As three retired pediatricians and an early childhood educator, to us, "PN to 3" means giving rural Minnesotans the help they need for healthy pregnancies and early bonding, nurturing, and teaching their very young children. Early childhood education is really part of health care. Health care experts and epidemiologists tell us that a better educated, more productive work force is healthier for workers and their families. It all starts in “PN to 3”.
We're contacting colleagues and friends, now a network of nearly 100, and encouraging them to contact their state representatives and senators, asking them for robust funding for ECE/PN to 3 programs. After years of inaction, the matter is truly urgent.
PN stands for prenatal care, during which parents-to-be learn the importance of good nutrition, avoiding toxins (illicit drugs, alcohol, tobacco and lead), and preparation for a new baby’s arrival.
“To 3” means birth to age 3 – that time when babies’ brains actively seek and acquire connections that last a lifetime. Early education for families, babies and toddlers, combined with quality child care, provides the tools parents seek and the developmental skills babies and toddlers need to become productive and healthy adults. Without a healthy PN-3, a life of struggle can result.
A mother needs 6-12 weeks of paid leave for her and her baby to build strong brain connections, which depend on stress-free nurturing and parent-infant bonding. That requires income security during these earliest weeks. This “great start” allows the strong, healthy development that then occurs in years 0 to 3.
Early childhood education is a public good, like public education. Public education (K-12) is free and provided by state and federal dollars at $10,000 per child per year. By comparison, early childhood education and quality child care public investment is only a few hundred dollars per baby-toddler per year. In Minnesota, as in most states, we invest the least when the investment returns the most.
Economists tell us that the return on investment for a healthy 0 to 3 is 10-16 times, and this return begins as early as the pre-K ages 4-5 years, and it continues thru K-12 and into the adult years.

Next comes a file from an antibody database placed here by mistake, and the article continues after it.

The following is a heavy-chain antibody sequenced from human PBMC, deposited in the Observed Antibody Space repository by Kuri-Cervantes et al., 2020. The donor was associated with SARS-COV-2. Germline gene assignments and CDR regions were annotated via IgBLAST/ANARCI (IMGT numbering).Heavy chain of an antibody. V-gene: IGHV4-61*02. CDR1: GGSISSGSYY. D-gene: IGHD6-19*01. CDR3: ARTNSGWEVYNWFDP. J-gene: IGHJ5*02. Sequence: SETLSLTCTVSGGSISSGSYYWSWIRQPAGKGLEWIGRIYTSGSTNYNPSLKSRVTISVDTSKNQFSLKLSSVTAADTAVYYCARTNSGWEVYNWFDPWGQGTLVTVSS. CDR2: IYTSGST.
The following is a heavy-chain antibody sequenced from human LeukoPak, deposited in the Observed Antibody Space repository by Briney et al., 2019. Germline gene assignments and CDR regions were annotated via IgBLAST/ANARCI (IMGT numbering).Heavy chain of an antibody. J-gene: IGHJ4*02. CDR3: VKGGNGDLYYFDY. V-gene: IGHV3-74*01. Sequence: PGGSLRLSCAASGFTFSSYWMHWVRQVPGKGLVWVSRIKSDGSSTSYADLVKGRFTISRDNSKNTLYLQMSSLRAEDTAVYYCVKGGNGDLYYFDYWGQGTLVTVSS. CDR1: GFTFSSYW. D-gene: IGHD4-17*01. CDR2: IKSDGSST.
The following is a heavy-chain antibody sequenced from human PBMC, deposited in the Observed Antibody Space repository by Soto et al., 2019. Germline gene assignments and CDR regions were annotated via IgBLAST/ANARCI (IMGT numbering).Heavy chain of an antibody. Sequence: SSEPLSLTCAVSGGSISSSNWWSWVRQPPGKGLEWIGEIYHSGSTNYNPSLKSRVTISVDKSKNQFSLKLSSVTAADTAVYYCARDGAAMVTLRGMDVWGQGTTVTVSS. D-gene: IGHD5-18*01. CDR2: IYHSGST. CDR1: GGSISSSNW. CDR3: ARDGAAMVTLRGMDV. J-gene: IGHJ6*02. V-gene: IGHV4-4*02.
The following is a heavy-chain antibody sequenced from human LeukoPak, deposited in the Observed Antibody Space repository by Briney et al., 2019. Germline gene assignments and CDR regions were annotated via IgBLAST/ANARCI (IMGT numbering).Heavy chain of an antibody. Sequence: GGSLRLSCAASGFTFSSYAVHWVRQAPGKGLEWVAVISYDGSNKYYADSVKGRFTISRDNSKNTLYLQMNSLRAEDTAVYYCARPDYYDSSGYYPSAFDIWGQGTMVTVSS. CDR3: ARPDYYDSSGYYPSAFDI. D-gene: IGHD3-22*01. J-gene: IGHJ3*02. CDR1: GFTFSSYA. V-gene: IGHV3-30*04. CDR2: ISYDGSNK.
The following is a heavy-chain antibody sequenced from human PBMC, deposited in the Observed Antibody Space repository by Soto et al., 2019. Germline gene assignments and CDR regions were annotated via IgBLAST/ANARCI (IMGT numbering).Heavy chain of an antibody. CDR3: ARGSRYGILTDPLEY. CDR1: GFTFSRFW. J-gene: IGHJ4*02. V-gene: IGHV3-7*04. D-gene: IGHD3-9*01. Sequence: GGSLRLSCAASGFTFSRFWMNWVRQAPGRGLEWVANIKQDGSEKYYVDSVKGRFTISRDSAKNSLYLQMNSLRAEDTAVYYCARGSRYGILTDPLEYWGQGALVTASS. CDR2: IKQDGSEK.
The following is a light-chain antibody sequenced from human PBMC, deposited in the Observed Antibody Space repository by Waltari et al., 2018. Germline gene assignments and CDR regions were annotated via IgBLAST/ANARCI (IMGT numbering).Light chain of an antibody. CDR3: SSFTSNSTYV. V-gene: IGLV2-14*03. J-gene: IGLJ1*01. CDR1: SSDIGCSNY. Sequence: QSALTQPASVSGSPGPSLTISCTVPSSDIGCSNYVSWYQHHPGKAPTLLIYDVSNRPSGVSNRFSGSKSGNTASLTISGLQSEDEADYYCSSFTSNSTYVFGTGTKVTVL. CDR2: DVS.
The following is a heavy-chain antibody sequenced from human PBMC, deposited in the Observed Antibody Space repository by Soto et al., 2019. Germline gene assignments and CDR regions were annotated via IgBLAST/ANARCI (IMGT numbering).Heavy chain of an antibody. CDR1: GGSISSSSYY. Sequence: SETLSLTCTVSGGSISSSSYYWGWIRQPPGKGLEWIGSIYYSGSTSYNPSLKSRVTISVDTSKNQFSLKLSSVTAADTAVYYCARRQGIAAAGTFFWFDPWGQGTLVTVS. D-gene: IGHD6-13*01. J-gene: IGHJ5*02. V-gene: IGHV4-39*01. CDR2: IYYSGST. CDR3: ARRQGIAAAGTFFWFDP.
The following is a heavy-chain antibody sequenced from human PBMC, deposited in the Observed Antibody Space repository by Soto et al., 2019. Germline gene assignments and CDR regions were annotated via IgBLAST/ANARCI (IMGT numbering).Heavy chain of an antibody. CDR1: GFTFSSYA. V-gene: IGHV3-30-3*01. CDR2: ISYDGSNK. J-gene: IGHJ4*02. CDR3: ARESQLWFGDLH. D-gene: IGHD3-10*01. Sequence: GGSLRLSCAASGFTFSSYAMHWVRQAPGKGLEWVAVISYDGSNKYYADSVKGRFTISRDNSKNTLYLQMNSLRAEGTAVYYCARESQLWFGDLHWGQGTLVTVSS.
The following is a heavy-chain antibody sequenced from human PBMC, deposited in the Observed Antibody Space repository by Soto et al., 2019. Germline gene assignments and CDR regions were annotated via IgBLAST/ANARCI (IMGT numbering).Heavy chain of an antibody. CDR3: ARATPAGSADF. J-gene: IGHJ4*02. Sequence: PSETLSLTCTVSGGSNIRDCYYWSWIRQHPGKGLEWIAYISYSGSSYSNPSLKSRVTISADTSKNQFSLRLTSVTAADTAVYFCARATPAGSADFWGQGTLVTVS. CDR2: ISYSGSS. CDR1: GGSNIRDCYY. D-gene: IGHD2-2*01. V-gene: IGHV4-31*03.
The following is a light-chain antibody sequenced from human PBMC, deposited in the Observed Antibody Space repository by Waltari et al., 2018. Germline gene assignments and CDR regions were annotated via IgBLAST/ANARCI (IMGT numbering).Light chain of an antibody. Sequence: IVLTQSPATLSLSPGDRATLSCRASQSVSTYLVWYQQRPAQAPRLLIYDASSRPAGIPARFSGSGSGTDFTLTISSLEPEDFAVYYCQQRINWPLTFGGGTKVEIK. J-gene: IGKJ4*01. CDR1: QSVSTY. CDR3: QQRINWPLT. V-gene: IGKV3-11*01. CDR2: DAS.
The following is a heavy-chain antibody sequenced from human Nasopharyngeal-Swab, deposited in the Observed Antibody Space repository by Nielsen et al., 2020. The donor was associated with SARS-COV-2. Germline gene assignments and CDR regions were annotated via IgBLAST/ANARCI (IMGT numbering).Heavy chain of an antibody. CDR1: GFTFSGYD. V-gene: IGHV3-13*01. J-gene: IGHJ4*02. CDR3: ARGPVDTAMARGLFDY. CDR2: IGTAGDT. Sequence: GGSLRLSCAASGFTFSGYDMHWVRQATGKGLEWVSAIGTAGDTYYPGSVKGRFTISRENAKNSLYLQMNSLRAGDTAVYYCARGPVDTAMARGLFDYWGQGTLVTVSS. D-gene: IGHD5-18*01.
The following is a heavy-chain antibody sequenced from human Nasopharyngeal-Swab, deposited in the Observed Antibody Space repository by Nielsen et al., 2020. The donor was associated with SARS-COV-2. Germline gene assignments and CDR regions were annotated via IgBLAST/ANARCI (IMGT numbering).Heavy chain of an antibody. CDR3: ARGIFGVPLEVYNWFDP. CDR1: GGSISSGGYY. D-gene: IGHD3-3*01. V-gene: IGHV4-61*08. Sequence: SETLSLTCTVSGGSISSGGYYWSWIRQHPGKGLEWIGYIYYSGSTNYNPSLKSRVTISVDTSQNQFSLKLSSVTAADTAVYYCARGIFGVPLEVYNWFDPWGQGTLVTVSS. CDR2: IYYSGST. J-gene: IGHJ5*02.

Businesses depend on mothers returning to the workplace. Another reason why quality child care (which is not baby sitting!) and education are critically important. They involve the interactive responding around reading, play, and relating daily observations to babies and toddlers that lead to a brain’s connections that set it up for academic and social success in the school years and beyond.
Let your legislators know that rural areas cannot afford to be child care deserts. Funding for family, center and school-based staff and programs are in urgent need. The life of many rural communities and some urban neighborhoods literally depend on them. Lawmakers need to hear from their constituents that this is a real crisis. Without child care there can be no recovery!
Fortunately, the American Rescue Plan (ARP) also provides funding for early childhood. Please make it clear to legislators that “infrastructure help” in Early Childhood means funding for child care providers, their workers, and for families to afford childcare and early education – not just for “bricks and mortar”.
In addition, there will be $2.5 billion from ARP coming to Minnesota state government, which can be used for various purposes. We are told that 4-5 contacts to an elected official can be enough to have an effect. Go to gis.leg.mn for contact info for legislators.
Our group working on “PN to 3” funding, Doctors for Early Childhood: Dale Dobrin, MD, FAAP (Fellow American Academy of Pediatrics); Mary Meland, MD, FAAP; Roger Sheldon, MD, FAAP; Ada Alden, EdD